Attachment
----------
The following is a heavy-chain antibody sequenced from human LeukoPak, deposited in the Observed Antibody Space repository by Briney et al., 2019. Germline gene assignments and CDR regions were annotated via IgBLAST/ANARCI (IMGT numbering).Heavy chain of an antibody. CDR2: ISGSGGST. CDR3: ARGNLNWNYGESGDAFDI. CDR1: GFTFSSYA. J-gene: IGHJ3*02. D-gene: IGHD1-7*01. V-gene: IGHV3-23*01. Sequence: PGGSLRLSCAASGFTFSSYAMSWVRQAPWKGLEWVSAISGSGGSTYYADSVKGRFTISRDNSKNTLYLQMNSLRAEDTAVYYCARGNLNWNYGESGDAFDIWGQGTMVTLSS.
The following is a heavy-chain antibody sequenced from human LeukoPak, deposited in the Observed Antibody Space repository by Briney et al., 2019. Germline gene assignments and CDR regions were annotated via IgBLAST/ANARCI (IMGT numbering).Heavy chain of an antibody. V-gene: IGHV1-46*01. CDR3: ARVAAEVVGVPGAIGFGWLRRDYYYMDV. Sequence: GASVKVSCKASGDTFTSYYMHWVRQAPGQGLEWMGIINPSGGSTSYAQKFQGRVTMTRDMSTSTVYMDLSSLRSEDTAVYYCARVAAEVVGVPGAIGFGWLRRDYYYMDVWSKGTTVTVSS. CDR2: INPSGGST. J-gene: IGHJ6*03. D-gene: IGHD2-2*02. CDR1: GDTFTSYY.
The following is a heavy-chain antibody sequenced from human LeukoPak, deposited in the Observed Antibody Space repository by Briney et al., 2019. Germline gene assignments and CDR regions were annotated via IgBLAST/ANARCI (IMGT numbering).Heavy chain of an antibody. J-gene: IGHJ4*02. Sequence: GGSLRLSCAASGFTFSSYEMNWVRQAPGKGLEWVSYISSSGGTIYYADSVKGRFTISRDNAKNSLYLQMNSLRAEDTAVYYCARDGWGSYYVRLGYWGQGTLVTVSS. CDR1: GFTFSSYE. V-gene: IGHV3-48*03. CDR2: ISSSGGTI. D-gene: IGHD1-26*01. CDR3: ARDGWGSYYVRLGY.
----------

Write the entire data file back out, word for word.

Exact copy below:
The following is a heavy-chain antibody sequenced from human LeukoPak, deposited in the Observed Antibody Space repository by Briney et al., 2019. Germline gene assignments and CDR regions were annotated via IgBLAST/ANARCI (IMGT numbering).Heavy chain of an antibody. CDR2: ISGSGGST. CDR3: ARGNLNWNYGESGDAFDI. CDR1: GFTFSSYA. J-gene: IGHJ3*02. D-gene: IGHD1-7*01. V-gene: IGHV3-23*01. Sequence: PGGSLRLSCAASGFTFSSYAMSWVRQAPWKGLEWVSAISGSGGSTYYADSVKGRFTISRDNSKNTLYLQMNSLRAEDTAVYYCARGNLNWNYGESGDAFDIWGQGTMVTLSS.
The following is a heavy-chain antibody sequenced from human LeukoPak, deposited in the Observed Antibody Space repository by Briney et al., 2019. Germline gene assignments and CDR regions were annotated via IgBLAST/ANARCI (IMGT numbering).Heavy chain of an antibody. V-gene: IGHV1-46*01. CDR3: ARVAAEVVGVPGAIGFGWLRRDYYYMDV. Sequence: GASVKVSCKASGDTFTSYYMHWVRQAPGQGLEWMGIINPSGGSTSYAQKFQGRVTMTRDMSTSTVYMDLSSLRSEDTAVYYCARVAAEVVGVPGAIGFGWLRRDYYYMDVWSKGTTVTVSS. CDR2: INPSGGST. J-gene: IGHJ6*03. D-gene: IGHD2-2*02. CDR1: GDTFTSYY.
The following is a heavy-chain antibody sequenced from human LeukoPak, deposited in the Observed Antibody Space repository by Briney et al., 2019. Germline gene assignments and CDR regions were annotated via IgBLAST/ANARCI (IMGT numbering).Heavy chain of an antibody. J-gene: IGHJ4*02. Sequence: GGSLRLSCAASGFTFSSYEMNWVRQAPGKGLEWVSYISSSGGTIYYADSVKGRFTISRDNAKNSLYLQMNSLRAEDTAVYYCARDGWGSYYVRLGYWGQGTLVTVSS. CDR1: GFTFSSYE. V-gene: IGHV3-48*03. CDR2: ISSSGGTI. D-gene: IGHD1-26*01. CDR3: ARDGWGSYYVRLGY.